- Corporations – Corporations can provide financial support and can also play a strategic role for your company. Examples include Mattel, Intel, Google, and Microsoft, which all invest in startups. However, know that corporations tend to invest at later stage, do not typically lead, and look for strategic synergies when analyzing investments.
If you’re looking into grants and other sources for edtech funding…
Although edtech investments are on the upswing, raising money from institutional investors definitely isn’t easy or it just may not the best fit for your company. If that’s the case, you may have access to grants and other alternative sources for funding. Stanford Social Innovation Review’s New Approaches to Ed-Tech Funding (co-authored by Reach Capital’s own Shauntel Poulson) provides a good overview of “blended” capital and new funding models arising in the field.
Keep in mind that grants come with certain restrictions. For example, the SBIR grant program (more on this below) provides funds only for R&D initiatives and requires companies to have >51% American ownership. Be sure to check in your local region / country to see what other grants you can tap into.
- Grants such as the US government’s SBIR – Small Business Innovation Research program grants are a great way for small businesses to fund development without having to give up equity. Two of the most relevant sources for financing are the NSF’s Education Technology and Applications (EA) or the US Department of Education’s SBIR grant.
- NewSchools Venture Fund’s Ignite – NSVF operates a virtual accelerator program that provides edtech companies with grants of $50k – $150k, without equity strings attached.
- Inside Philanthropy’s K-12 Education Funders List – Although it largely targets educators and non-profits in the US market, an extensive list of the major foundations backing K-12 initiatives. Some such as the Gates Foundation aren’t hesitant to back for-profit entities.
If you need to connect with initial users…
You can start with the resources below to get help in finding pilot users. If you’re targeting teachers, some of the strongest communities are formed on Facebook groups, Twitter, and Edcamps.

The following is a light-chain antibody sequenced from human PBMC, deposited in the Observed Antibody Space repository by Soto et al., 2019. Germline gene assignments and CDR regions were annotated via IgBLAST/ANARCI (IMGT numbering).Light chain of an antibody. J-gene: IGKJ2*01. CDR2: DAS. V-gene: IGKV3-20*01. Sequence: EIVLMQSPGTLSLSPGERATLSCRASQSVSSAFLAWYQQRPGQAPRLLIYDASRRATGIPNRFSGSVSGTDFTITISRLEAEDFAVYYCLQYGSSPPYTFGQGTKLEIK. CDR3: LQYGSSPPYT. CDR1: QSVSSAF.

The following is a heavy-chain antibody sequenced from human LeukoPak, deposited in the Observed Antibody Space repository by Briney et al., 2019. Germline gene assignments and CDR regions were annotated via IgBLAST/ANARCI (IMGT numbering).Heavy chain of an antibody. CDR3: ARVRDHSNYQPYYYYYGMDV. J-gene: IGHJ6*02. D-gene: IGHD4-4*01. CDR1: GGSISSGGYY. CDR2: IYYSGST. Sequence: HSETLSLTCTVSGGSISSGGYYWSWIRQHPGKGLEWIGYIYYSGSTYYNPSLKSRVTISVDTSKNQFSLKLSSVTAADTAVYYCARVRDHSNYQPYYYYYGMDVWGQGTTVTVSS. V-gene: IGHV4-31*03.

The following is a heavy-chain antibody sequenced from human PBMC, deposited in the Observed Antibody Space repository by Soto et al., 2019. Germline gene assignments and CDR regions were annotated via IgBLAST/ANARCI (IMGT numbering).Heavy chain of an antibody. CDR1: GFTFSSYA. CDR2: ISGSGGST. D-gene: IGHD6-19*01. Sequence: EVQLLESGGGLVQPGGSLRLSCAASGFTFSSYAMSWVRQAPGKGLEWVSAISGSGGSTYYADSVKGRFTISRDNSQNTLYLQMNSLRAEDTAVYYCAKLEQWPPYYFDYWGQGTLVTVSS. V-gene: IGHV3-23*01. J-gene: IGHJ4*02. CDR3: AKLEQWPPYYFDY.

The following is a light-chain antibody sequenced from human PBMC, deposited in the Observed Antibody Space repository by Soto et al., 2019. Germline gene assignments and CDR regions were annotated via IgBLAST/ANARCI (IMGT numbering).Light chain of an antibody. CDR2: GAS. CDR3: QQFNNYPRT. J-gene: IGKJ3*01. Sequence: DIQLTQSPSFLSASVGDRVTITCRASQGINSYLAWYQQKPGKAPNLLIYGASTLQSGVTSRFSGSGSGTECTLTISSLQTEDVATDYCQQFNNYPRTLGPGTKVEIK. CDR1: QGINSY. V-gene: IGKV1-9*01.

- Leap Innovations, LearnPlatform, and Silicon Valley Education Foundation’s Learning Innovation Hub (iHub) allow edtech companies direct access to large networks of educators via online portals and in-person convenings. These can be a good way to test your MVP even before (or in conjunction with) an official launch.
Public lists on schools, districts, colleges…
- K-12 – If you’re approaching US public schools and school districts, the Common Core of Data (CCD) is a great place to get information on student population characteristics, graduation rates, per-pupil expenditures, and more. For even more granular information such as email addresses of principals, states like California maintain their own data portals.
- Higher Ed – The Integrated Postsecondary Data System (IPEDS) has data on more than 7400 higher ed institutions, including enrollment numbers, student financial aid, and core revenues and expenses.
If you don’t know what you don’t know…
Conferences are a good start. Many people tend to think of conferences as primarily a sales or networking opportunity, but these events can also allow you to get a fresh perspective on what’s happening in the edtech space, get inspired by other entrepreneurs who may be farther down the line, and meet experts face-to-face.
Conferences and events…
- EdSurge’s Education Technology Events – This calendar does a wonderful job of capturing upcoming events. EdSurge also published a great visual on key K12 edtech conferences and Higher Ed edtech conferences happening in 2017-2018.
Finally, we found these following edtech primers to be super valuable for entrepreneurs seeking to understand everything from key market trends to how to run a financially sustainable business.
- US Office of Education Technology – Provides resources for entrepreneurs, including the highly-recommended Edtech Developer’s Guide.
- Edtech Handbook – Curated by edtech founders and educators, the handbook covers marketing, fundraising, and other relevant topics to launching education startups.
I hope these links are helpful as you start your edtech company. Again, the key is to focus on your priorities and find the resources that best help meet your needs. If there are other resources you’d like to share with the BlendED community, please feel free to leave a comment on this post and drop us a note.
Partner, Reach Capital